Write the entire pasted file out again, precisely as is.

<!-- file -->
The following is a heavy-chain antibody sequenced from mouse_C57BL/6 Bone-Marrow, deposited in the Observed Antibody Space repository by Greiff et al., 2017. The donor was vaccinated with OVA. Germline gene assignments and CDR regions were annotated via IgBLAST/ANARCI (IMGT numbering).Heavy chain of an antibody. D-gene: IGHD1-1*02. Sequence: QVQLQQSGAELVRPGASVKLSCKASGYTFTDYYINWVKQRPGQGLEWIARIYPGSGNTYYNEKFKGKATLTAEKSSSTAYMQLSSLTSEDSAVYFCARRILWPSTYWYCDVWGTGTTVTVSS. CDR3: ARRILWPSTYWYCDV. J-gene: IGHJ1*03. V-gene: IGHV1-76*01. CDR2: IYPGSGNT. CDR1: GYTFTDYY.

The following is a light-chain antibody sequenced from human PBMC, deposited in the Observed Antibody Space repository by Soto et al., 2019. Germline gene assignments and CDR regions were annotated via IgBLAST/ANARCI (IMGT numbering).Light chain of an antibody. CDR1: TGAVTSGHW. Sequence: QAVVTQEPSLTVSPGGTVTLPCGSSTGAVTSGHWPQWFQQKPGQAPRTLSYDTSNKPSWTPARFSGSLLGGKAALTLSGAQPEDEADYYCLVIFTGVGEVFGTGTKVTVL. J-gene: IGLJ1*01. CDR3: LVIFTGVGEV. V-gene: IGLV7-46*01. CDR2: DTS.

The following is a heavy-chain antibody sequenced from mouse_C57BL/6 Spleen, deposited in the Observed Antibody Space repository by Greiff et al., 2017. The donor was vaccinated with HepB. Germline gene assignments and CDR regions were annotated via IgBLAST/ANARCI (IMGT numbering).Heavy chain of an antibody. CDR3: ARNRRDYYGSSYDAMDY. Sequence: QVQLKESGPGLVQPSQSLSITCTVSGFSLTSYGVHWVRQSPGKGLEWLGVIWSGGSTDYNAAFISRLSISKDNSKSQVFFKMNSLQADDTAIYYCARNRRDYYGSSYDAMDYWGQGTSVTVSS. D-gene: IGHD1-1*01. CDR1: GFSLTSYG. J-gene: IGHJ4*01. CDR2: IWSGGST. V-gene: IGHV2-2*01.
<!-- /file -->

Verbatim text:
The following is a heavy-chain antibody sequenced from mouse_C57BL/6 Bone-Marrow, deposited in the Observed Antibody Space repository by Greiff et al., 2017. The donor was vaccinated with OVA. Germline gene assignments and CDR regions were annotated via IgBLAST/ANARCI (IMGT numbering).Heavy chain of an antibody. D-gene: IGHD1-1*02. Sequence: QVQLQQSGAELVRPGASVKLSCKASGYTFTDYYINWVKQRPGQGLEWIARIYPGSGNTYYNEKFKGKATLTAEKSSSTAYMQLSSLTSEDSAVYFCARRILWPSTYWYCDVWGTGTTVTVSS. CDR3: ARRILWPSTYWYCDV. J-gene: IGHJ1*03. V-gene: IGHV1-76*01. CDR2: IYPGSGNT. CDR1: GYTFTDYY.

The following is a light-chain antibody sequenced from human PBMC, deposited in the Observed Antibody Space repository by Soto et al., 2019. Germline gene assignments and CDR regions were annotated via IgBLAST/ANARCI (IMGT numbering).Light chain of an antibody. CDR1: TGAVTSGHW. Sequence: QAVVTQEPSLTVSPGGTVTLPCGSSTGAVTSGHWPQWFQQKPGQAPRTLSYDTSNKPSWTPARFSGSLLGGKAALTLSGAQPEDEADYYCLVIFTGVGEVFGTGTKVTVL. J-gene: IGLJ1*01. CDR3: LVIFTGVGEV. V-gene: IGLV7-46*01. CDR2: DTS.

The following is a heavy-chain antibody sequenced from mouse_C57BL/6 Spleen, deposited in the Observed Antibody Space repository by Greiff et al., 2017. The donor was vaccinated with HepB. Germline gene assignments and CDR regions were annotated via IgBLAST/ANARCI (IMGT numbering).Heavy chain of an antibody. CDR3: ARNRRDYYGSSYDAMDY. Sequence: QVQLKESGPGLVQPSQSLSITCTVSGFSLTSYGVHWVRQSPGKGLEWLGVIWSGGSTDYNAAFISRLSISKDNSKSQVFFKMNSLQADDTAIYYCARNRRDYYGSSYDAMDYWGQGTSVTVSS. D-gene: IGHD1-1*01. CDR1: GFSLTSYG. J-gene: IGHJ4*01. CDR2: IWSGGST. V-gene: IGHV2-2*01.